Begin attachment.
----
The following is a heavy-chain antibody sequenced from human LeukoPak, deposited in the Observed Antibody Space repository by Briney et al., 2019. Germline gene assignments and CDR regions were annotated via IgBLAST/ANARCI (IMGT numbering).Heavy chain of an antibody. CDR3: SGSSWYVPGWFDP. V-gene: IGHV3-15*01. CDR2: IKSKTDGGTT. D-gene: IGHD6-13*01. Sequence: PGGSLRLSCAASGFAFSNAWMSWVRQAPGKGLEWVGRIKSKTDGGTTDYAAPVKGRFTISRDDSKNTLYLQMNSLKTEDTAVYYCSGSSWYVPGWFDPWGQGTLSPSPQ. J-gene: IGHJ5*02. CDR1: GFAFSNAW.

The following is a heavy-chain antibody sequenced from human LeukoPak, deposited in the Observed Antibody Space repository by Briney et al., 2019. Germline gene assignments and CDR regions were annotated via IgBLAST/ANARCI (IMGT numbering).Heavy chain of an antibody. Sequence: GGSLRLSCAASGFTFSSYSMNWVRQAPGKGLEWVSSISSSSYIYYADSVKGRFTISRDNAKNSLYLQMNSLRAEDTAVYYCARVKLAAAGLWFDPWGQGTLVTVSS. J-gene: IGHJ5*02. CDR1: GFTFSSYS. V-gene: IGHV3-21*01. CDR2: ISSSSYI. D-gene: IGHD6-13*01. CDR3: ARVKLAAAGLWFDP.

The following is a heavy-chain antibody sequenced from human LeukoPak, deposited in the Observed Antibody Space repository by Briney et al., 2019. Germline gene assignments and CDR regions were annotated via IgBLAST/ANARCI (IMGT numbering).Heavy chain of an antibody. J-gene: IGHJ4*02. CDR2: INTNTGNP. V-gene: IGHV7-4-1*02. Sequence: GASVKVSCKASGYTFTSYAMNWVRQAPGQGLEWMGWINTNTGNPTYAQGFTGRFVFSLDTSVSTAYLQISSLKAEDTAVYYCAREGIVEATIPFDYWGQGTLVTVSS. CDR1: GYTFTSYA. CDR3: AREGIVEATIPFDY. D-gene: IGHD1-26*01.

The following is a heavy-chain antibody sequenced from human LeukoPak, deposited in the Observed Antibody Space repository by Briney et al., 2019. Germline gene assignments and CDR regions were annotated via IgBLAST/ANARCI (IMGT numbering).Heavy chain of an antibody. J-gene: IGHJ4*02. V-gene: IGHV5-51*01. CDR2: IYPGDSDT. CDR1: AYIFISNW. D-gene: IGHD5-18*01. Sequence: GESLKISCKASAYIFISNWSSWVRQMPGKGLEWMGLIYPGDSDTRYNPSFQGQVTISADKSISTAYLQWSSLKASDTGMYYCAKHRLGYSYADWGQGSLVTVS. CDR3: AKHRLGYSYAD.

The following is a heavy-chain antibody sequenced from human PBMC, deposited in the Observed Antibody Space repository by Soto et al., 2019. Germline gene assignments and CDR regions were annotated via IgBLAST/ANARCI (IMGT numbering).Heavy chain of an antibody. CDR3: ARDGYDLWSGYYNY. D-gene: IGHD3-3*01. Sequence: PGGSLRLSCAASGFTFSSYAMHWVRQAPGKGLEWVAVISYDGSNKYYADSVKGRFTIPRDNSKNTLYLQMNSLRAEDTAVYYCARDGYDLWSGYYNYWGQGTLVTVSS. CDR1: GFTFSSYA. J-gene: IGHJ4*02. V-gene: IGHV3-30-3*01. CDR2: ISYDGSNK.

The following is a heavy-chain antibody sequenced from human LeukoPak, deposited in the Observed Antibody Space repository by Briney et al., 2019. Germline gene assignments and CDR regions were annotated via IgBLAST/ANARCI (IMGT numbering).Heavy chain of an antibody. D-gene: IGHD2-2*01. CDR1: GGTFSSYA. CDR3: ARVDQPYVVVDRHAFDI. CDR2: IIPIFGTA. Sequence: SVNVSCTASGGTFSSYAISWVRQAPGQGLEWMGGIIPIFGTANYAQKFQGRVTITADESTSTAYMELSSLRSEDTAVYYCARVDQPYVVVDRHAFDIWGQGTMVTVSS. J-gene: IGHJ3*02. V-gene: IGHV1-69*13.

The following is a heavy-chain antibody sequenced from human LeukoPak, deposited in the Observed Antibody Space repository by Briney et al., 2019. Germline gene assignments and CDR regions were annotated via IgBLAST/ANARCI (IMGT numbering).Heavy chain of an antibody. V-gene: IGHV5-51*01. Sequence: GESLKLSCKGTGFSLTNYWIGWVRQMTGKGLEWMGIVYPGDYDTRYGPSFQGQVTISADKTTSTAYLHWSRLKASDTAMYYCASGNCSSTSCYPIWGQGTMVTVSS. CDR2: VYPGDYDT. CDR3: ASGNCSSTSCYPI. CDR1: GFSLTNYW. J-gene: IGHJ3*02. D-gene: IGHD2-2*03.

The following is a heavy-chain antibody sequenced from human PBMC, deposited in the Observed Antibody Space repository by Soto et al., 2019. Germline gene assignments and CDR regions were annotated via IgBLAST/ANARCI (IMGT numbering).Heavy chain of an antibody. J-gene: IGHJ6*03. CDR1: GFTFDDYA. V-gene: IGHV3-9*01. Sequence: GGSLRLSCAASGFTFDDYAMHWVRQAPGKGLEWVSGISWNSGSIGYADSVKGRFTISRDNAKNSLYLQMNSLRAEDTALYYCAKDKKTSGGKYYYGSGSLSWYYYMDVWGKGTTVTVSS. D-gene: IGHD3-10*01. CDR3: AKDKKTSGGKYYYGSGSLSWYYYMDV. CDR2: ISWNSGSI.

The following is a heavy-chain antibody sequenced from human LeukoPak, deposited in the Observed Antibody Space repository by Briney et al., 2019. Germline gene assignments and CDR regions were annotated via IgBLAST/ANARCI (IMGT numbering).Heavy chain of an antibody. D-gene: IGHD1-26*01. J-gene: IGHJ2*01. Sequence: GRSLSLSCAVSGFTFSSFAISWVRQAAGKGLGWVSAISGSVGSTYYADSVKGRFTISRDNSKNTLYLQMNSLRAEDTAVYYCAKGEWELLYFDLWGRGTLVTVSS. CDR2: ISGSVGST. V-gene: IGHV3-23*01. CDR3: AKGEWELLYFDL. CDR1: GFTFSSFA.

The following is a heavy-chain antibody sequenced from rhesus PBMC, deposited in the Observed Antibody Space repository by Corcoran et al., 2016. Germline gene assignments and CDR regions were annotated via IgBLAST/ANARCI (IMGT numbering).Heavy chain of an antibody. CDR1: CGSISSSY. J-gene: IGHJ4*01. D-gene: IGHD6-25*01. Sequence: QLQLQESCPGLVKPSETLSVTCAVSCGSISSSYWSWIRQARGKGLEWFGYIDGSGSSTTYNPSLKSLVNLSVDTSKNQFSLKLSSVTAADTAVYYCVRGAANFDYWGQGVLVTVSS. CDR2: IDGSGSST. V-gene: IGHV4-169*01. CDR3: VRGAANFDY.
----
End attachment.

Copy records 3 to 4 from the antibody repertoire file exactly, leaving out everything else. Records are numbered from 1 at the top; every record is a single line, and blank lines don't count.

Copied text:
The following is a heavy-chain antibody sequenced from human LeukoPak, deposited in the Observed Antibody Space repository by Briney et al., 2019. Germline gene assignments and CDR regions were annotated via IgBLAST/ANARCI (IMGT numbering).Heavy chain of an antibody. J-gene: IGHJ4*02. CDR2: INTNTGNP. V-gene: IGHV7-4-1*02. Sequence: GASVKVSCKASGYTFTSYAMNWVRQAPGQGLEWMGWINTNTGNPTYAQGFTGRFVFSLDTSVSTAYLQISSLKAEDTAVYYCAREGIVEATIPFDYWGQGTLVTVSS. CDR1: GYTFTSYA. CDR3: AREGIVEATIPFDY. D-gene: IGHD1-26*01.

The following is a heavy-chain antibody sequenced from human LeukoPak, deposited in the Observed Antibody Space repository by Briney et al., 2019. Germline gene assignments and CDR regions were annotated via IgBLAST/ANARCI (IMGT numbering).Heavy chain of an antibody. J-gene: IGHJ4*02. V-gene: IGHV5-51*01. CDR2: IYPGDSDT. CDR1: AYIFISNW. D-gene: IGHD5-18*01. Sequence: GESLKISCKASAYIFISNWSSWVRQMPGKGLEWMGLIYPGDSDTRYNPSFQGQVTISADKSISTAYLQWSSLKASDTGMYYCAKHRLGYSYADWGQGSLVTVS. CDR3: AKHRLGYSYAD.